From the net to table

The Atlantic Ocean wraps the Canary Islands, and traditional fishing, regulated by legislation that preserves stocks and marine ecosystems, is a way of life. The waters around the islands are home to an astonishing variety of fish, such as cherne, Atlantic croaker, salema, and sea bream. Whether grilled, baked, marinated or fried, they give a true taste of the Atlantic. Sancocho is a popular, dish of South American origins that consists of salted fish served with potatoes, sweet potatoes, and mojo – the famous sauce of the islands made with olive oil, peppers and assorted spices.

On the island of Gran Canaria, make your way over to the neighbourhood of San Cristóbal and Bar Zurita, a local institution where you can enjoy fresh-off-the-boat octopus and calamari overlooking the sea. Also recommended is La Bahía del Pajar at Arguineguín, or any of the eateries at El Medáno, without doubt the most beautiful beach on Tenerife. If you find yourself on Lanzarote or La Graciosa – the smallest of the Canary Islands – tuck into a plate of tiny, tasty ‘La Santa’ prawns accompanied with nothing but a slice of lemon and a cold beer.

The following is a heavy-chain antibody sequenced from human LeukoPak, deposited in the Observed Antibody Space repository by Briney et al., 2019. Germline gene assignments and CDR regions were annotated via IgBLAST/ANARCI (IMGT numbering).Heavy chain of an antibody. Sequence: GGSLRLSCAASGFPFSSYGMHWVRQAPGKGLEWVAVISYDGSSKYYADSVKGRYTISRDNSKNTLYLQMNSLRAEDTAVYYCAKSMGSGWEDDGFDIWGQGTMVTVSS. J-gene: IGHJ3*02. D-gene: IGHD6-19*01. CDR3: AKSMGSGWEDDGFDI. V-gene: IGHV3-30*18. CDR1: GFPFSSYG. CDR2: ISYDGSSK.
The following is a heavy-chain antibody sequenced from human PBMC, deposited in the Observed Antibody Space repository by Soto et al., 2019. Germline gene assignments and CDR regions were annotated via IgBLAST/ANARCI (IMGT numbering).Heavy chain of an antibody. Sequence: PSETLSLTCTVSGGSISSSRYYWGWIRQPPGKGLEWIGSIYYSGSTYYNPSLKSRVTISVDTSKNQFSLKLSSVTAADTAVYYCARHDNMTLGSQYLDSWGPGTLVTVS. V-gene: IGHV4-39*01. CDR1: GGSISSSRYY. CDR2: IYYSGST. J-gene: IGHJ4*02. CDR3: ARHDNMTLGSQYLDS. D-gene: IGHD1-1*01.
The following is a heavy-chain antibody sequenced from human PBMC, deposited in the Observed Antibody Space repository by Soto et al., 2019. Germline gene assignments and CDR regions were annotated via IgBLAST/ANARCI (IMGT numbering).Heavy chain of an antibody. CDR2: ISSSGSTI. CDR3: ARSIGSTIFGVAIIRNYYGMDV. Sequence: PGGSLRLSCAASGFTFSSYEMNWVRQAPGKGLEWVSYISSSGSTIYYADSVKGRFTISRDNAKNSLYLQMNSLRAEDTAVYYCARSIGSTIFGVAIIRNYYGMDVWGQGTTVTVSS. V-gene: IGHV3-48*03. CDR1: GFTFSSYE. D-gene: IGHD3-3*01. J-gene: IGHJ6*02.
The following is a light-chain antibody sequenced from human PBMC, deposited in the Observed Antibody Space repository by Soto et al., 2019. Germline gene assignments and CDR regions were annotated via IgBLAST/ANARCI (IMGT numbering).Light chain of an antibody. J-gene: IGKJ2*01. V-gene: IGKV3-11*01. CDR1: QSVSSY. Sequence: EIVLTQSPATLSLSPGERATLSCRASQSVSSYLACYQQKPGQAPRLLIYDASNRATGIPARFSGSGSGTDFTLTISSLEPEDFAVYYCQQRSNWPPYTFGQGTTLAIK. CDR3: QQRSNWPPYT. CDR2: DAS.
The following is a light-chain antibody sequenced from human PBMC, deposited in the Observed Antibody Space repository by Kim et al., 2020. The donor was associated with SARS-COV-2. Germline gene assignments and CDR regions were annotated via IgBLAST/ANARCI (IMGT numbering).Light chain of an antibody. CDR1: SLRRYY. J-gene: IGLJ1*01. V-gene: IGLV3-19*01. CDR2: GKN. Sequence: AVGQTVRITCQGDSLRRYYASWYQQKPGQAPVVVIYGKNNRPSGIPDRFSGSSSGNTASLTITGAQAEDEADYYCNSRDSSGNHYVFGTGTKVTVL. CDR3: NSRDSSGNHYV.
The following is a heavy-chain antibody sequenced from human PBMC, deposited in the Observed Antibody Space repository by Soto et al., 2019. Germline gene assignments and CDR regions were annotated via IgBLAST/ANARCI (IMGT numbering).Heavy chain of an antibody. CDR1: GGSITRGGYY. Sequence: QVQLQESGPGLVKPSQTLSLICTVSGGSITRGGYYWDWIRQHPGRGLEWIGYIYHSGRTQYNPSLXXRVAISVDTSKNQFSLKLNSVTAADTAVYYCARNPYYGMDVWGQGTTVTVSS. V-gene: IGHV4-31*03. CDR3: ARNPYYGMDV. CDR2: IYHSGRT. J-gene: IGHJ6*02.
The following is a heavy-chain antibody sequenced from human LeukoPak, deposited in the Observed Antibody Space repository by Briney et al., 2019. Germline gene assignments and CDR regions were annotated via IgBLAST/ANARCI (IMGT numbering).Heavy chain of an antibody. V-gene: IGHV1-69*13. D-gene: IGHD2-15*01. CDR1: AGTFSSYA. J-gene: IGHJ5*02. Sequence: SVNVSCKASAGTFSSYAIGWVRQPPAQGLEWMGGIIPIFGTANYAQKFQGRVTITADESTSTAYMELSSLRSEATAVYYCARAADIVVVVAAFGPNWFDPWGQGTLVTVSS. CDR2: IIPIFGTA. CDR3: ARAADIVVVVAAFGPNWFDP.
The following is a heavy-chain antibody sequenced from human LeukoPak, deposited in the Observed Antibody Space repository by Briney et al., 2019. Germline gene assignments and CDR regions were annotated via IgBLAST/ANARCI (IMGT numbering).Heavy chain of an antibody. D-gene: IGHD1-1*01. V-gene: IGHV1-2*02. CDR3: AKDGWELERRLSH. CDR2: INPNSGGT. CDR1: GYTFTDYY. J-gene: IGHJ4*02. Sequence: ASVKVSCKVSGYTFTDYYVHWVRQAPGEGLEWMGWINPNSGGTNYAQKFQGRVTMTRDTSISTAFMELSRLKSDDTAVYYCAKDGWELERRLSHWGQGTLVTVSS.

KM Cuisine

Santiago is a strong advocate of the principles of 0 KM; that is to say, “Buying and eating what is local, shortening distances between land or sea and the kitchen and importing as little as possible.” This philosophy has yielded formidable results; for the environment, for producers and most of all our taste buds.

The philosophy of 0 KM has always influenced eating habits on the Canary Islands. The most popular meat is not beef, but pork, rabbit and goat. Goat meat has a strong flavour, and is eaten with your hands. Accompanied with papas arrugadas (small potatoes with a salty crust), it’s perfection.

 

No meal on the Canary Islands is complete without local bread (essential for mopping up any mojo sauce left on the plate); a good wine, such as dry white from La Gomera, one of the world’s most unique wine regions and above all, cheese.